Claudia Davaar Lambie makes cosmetics using ingredients straight from the source at NauNau DIY Studio. Photo by Vinh Dao.
Notes of lemongrass and lavender dance around my nostrils as I enter the studio. Concoctions of varying lotions and potions are in abundance. There is an impressive collection of every type of oil scent imaginable, some I have never heard of but smell delightful. Adjacent to this assortment are wooden shelves which host NauNau’s own product-line: shower gels, face masks and body butters to name a few. In the centre of the studio there is a long wooden workbench table and chairs. Beakers, stirrers and metal mixing bowls are scattered haphazardly on the workspace.
NauNau DIY Studio was opened in 2013 by Yen Huynh. The quirky DIY concept invites people to experiment with scents to make homemade skin, hair or perfume products. DIY prices range from VND 150,000 for smaller, less time consuming items such as lipbalm and bathsalts to the more expensive perfumes priced at VND 2,500,000 which take around two weeks to make. The costs of the workshop includes all of the tools, materials and guidance that is needed to make all of these products from scratch.
Huynh’s inspiration for creating NauNau stems from her passion for perfumes and aromatherapy. In Thailand she had the chance to study the art and technology of fragrances and smiles brightly when she talks about her hobby. Her career, spanning over 10 years, was previously in the distribution of spa and cosmetic products to the hospitality industry. Huynh remembers at that time it was difficult to import the ingredients needed for things like soaps and shampoos. “The import taxes were very high and it wasn’t easy to get good quality products and cosmetics shipped to Vietnam for clients,” she says.
This experience coupled with her education in business management led Huynh to seek out ingredients and develop cosmetics from within Vietnam. “I wanted to use natural ingredients from here, like coffee from Bao Loc and cinnamon essential oil from the Tra My Mountains.” Huynh is passionate about all things natural and so chose the Vietnamese word ‘nau’ which translates as ‘brown’ in English for the name of the studio. “It’s my favourite colour and is the colour of the earth,” she says. Some of the plants and products simply cannot be grown in Vietnam’s tropical climate and so Huynh imports them from around the world via Thailand. The shea butter comes from Ghana, lavender from France and green tea from Japan.
Time to DIY
In the time that I have, I decide to make an essential oil and a bath bomb. I’m clueless about what scent combinations would work well together. Huyen opens the NauNau DIY recipe book (VND 169,000) and asks what kind of oil I would like to make. There are around 50 different concoctions; some to relax, de-stress and even some to make you feel more confident. After a hard day’s work, Huynh recommends that I make a relaxing aroma and helpfully points to some recipes that she has tried and tested herself.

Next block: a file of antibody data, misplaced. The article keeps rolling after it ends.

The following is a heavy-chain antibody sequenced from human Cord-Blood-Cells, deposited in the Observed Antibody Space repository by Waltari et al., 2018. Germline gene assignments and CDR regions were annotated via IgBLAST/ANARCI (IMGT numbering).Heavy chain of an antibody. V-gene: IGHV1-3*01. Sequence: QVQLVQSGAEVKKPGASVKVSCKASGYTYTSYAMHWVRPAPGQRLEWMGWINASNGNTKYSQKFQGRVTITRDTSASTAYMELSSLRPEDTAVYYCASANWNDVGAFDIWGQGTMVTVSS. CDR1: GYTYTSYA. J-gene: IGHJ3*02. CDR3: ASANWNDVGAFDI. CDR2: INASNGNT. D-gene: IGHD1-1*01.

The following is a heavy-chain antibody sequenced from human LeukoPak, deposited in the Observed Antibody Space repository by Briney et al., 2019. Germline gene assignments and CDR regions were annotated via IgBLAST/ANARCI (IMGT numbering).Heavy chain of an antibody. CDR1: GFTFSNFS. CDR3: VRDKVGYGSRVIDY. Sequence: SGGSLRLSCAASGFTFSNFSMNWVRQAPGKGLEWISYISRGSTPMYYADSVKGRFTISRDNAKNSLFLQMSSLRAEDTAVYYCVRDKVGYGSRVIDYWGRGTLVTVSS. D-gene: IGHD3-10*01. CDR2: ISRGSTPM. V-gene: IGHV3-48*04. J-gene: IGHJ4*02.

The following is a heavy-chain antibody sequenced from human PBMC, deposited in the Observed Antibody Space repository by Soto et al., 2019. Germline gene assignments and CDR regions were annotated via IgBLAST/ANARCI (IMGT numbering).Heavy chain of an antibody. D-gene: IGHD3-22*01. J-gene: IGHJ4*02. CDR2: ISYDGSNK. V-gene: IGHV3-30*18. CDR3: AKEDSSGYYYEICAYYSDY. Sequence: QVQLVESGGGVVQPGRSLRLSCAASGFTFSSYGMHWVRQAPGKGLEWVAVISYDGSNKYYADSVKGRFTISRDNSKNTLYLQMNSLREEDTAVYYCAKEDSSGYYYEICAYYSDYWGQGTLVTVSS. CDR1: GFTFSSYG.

Tram, one of the ladies who hosts the workshop, invites me to smell the different types of oil. Carefully dabbing a droplet of each scent on testing paper, I begin the smelling marathon. Bergamot; rosewood; violet; cinnamon; vanilla and grape fill my airwaves. They all smell wonderful and as always in my case, annoyingly so, edible. I decide on a dreamy mix of lavender, blue chamomile and tuberose.
Tram explains that it is important to delicately mix the oils together. There are three ‘notes’; top, middle and base, and this determines the quantity of each oil and how it will smell once it has been mixed together. Like a mad scientist with my beaker, stirrer, oils and formula sheet, I begin to add the scented oils together: two droplets of tuberose; 15 drops of chamomile and 20 drops of lavender. I repeat this process until I reach a total of 10 millimeters of the oil mix; always stirring and smelling between each stage. The end result is a perfect blend of soothing scents tinged blue from the chamomile.
Next up is the fizzy bath bomb. Having already smelled the oils, I choose orange, bergamot and mandarin. Tram arranges my workspace and I’m a bit overwhelmed when she unveils a variety of jars labeled citric acid, ethanol and corn powder. She gives me rubber gloves and I’m let loose, this time like a baker, spooning ingredients into my mixing bowl as if I’m baking a cake.
After about 15 minutes of measuring, adding and mixing, I drop my essential oils into the centre of the powdered blend. Throwing in some lavender seeds for good measure, I then shape the mix into two sphere-shaped molds which clasp tightly together. Around ten minutes later, the ball has solidified and a spray of ethanol helps to keep it intact. Impressively, I’ve made my first ever bath bomb.
What’s in your face wash?
Huynh views the DIY workshops as an important stepping stone for natural cosmetics. As well as the element of fun and satisfaction gained from making a homemade product, she also wants people to know what ingredients are in the products they buy. “I want people to know what products are suited for themselves and their skin, especially for the younger generation,” she says.
Globally, there has been an explosion of beauty and health care products available. Huynh encourages people to come and make a product and compare it with the other brands they buy. She points out that many young Vietnamese are buying cosmetic products from Korea and China but they don’t know what is in them. Huynh emphasises the importance of natural, eco-friendly ingredients that can be made right here in Vietnam, in the DIY studio.
NauNau DIY Studio is located in Hanoi, Danang and Saigon, at:
5th Floor, 42 Nguyen Hue, Dist 1
Ho Chi Minh City. Hotline:
Tel:09 03 894 6681